Opinion: CN30 was a poor decision and should be replaced with Climate Neutral

Alan Lauder, 30/08/2023


THE way Meat and Livestock Australia (MLA) and the Australian Government are approaching cattle methane, is not the way scientists say methane should be treated. Decisions are being made that don’t align with how the natural world functions.

Until now, no Ag organisation from NFF down has taken the time to investigate the science that MLA relies on. There is an old saying that when everybody thinks alike, nobody is thinking very much.

At a recent presentation in Canberra, Professor Myles Allen of Oxford University emphasised that the GWP100 metric (which CN30 relies on) calibrates all greenhouse gases as CO2 equivalents, and this produces incorrect results when it comes to methane.  Myles said, “The problem is we have widespread misunderstanding and confusion about how methane influences global climate. A lot of this is summed up in this notion of CO2 equivalence, or the carbon footprint which I’m sure many of you will be familiar with, which pretends methane is a kind of CO2, and it isn’t. We have an opportunity to refocus climate policy on warming outcomes rather than emissions inputs. This might make climate policy more effective”.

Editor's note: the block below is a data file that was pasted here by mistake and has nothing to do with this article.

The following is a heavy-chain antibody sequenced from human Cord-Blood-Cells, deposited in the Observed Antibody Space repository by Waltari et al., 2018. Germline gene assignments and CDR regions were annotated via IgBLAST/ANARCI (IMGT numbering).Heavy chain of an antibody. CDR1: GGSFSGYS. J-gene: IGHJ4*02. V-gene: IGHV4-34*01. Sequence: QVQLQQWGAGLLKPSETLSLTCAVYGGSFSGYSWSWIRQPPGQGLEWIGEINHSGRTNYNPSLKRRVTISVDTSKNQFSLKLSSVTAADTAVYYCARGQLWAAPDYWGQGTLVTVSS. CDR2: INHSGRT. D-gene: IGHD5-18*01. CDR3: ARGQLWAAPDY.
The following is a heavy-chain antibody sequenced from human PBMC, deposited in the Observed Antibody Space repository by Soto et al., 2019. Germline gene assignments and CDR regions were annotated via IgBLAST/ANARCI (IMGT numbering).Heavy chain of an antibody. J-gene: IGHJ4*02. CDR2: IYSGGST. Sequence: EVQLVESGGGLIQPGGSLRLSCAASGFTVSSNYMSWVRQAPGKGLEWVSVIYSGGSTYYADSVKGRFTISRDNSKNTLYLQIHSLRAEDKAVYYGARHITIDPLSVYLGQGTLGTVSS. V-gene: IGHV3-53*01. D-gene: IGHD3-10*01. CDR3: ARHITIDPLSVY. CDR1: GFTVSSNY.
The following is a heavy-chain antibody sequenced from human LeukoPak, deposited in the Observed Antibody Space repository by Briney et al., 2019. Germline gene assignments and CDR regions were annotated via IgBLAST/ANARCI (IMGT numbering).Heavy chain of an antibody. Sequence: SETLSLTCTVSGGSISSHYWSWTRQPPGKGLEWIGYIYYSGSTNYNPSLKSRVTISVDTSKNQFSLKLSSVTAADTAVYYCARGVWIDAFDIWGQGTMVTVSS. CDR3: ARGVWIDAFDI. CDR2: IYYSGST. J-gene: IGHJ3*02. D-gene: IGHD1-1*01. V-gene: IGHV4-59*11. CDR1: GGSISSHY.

Professor Allen led a team that developed the GWP* metric, which more accurately quantifies the warming effect of short-term greenhouse gases like methane.

Here is an example which highlights that GWP100 is not a good measure of temperature change, when it comes to short term gases like methane. GWP100 says that a reduction in ongoing stable methane emissions from cattle will still result in temperature rise, when this action actually produces global cooling.

It is true that methane is a very strong greenhouse gas and much stronger than CO2, however, we need to understand how methane behaves in the atmosphere before we can fully understand its influence on temperature change (climate change).

I will now explain how methane behaves in the atmosphere, which is totally different to CO2 that is a long-lasting gas.

How methane behaves in the atmosphere


Methane lasts 12 years in the atmosphere, before being broken down into CO2 and H2O. It is broken down by a chemical reaction with hydroxyl radicals (OH) that keep forming in the atmosphere. It is true that cows are constantly releasing methane into the atmosphere, however, while a cow is releasing methane today, the methane emissions 12 years ago will be breaking down in the atmosphere at the same rate. Providing extra cows are not put in the paddock, the methane residing in the atmosphere will stay in equilibrium, with the additions and subtractions.